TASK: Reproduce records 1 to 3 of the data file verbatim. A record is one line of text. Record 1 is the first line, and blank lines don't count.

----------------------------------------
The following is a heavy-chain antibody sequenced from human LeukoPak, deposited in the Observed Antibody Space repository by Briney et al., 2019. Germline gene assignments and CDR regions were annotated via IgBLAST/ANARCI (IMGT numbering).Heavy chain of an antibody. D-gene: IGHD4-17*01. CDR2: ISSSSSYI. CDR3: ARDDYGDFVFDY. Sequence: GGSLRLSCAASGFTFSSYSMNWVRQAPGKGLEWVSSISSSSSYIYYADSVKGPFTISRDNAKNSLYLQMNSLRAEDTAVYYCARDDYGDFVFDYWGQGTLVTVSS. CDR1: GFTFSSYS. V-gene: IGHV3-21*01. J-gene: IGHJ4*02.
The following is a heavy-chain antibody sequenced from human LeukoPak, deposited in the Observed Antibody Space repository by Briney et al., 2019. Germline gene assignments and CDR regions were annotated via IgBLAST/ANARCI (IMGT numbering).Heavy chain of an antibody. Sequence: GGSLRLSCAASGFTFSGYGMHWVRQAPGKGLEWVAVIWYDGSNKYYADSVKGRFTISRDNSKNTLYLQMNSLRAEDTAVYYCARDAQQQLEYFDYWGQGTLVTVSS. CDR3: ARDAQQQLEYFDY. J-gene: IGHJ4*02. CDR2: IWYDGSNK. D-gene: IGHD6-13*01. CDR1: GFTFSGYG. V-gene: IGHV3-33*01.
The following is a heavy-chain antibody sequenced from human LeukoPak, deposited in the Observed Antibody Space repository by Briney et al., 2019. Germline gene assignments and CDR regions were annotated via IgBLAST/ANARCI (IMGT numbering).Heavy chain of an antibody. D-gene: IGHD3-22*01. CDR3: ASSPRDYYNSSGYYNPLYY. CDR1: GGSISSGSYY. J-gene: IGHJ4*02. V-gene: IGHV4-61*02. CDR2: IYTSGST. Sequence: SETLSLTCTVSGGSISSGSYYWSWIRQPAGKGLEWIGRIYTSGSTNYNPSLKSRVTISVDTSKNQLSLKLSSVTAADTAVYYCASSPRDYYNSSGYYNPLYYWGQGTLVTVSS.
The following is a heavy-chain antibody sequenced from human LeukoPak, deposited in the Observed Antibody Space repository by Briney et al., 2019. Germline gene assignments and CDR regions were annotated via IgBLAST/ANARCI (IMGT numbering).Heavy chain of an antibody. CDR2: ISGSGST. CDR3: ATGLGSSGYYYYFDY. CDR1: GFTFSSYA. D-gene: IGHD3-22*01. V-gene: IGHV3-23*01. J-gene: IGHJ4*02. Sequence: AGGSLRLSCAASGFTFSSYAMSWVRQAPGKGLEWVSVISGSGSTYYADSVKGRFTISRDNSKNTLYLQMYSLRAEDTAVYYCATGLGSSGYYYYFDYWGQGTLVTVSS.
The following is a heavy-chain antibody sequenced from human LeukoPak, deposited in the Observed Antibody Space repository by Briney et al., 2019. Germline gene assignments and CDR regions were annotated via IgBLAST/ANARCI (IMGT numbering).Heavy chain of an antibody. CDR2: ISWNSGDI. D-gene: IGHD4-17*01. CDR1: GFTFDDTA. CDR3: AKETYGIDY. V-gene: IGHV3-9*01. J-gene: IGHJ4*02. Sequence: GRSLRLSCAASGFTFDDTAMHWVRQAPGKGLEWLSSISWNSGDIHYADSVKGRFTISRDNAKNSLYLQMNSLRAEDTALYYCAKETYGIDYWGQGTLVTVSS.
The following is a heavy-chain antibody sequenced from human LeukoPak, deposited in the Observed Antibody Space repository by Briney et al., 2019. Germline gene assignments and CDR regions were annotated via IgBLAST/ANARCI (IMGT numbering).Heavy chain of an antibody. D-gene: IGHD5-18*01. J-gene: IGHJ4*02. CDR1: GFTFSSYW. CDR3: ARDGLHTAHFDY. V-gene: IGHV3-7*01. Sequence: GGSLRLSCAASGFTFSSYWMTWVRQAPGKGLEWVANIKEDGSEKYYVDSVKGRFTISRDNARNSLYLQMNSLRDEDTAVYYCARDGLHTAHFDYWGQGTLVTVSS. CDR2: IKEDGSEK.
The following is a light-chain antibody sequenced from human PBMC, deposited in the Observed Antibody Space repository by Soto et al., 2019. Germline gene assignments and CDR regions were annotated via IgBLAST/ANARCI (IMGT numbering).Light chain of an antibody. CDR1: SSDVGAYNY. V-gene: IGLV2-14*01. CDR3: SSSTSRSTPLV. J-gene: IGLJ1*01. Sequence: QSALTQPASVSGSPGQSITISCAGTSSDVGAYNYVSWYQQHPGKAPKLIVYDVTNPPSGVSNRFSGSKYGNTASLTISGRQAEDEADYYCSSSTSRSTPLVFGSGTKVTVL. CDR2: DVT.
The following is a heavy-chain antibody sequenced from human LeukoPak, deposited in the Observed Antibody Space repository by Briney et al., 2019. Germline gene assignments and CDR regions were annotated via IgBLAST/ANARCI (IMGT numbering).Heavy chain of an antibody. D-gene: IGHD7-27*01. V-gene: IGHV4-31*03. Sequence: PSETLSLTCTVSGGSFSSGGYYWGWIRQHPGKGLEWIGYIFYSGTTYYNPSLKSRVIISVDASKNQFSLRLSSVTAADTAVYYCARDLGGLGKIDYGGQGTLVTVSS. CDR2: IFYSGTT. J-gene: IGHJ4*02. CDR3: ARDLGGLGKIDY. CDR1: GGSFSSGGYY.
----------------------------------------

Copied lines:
The following is a heavy-chain antibody sequenced from human LeukoPak, deposited in the Observed Antibody Space repository by Briney et al., 2019. Germline gene assignments and CDR regions were annotated via IgBLAST/ANARCI (IMGT numbering).Heavy chain of an antibody. D-gene: IGHD4-17*01. CDR2: ISSSSSYI. CDR3: ARDDYGDFVFDY. Sequence: GGSLRLSCAASGFTFSSYSMNWVRQAPGKGLEWVSSISSSSSYIYYADSVKGPFTISRDNAKNSLYLQMNSLRAEDTAVYYCARDDYGDFVFDYWGQGTLVTVSS. CDR1: GFTFSSYS. V-gene: IGHV3-21*01. J-gene: IGHJ4*02.
The following is a heavy-chain antibody sequenced from human LeukoPak, deposited in the Observed Antibody Space repository by Briney et al., 2019. Germline gene assignments and CDR regions were annotated via IgBLAST/ANARCI (IMGT numbering).Heavy chain of an antibody. Sequence: GGSLRLSCAASGFTFSGYGMHWVRQAPGKGLEWVAVIWYDGSNKYYADSVKGRFTISRDNSKNTLYLQMNSLRAEDTAVYYCARDAQQQLEYFDYWGQGTLVTVSS. CDR3: ARDAQQQLEYFDY. J-gene: IGHJ4*02. CDR2: IWYDGSNK. D-gene: IGHD6-13*01. CDR1: GFTFSGYG. V-gene: IGHV3-33*01.
The following is a heavy-chain antibody sequenced from human LeukoPak, deposited in the Observed Antibody Space repository by Briney et al., 2019. Germline gene assignments and CDR regions were annotated via IgBLAST/ANARCI (IMGT numbering).Heavy chain of an antibody. D-gene: IGHD3-22*01. CDR3: ASSPRDYYNSSGYYNPLYY. CDR1: GGSISSGSYY. J-gene: IGHJ4*02. V-gene: IGHV4-61*02. CDR2: IYTSGST. Sequence: SETLSLTCTVSGGSISSGSYYWSWIRQPAGKGLEWIGRIYTSGSTNYNPSLKSRVTISVDTSKNQLSLKLSSVTAADTAVYYCASSPRDYYNSSGYYNPLYYWGQGTLVTVSS.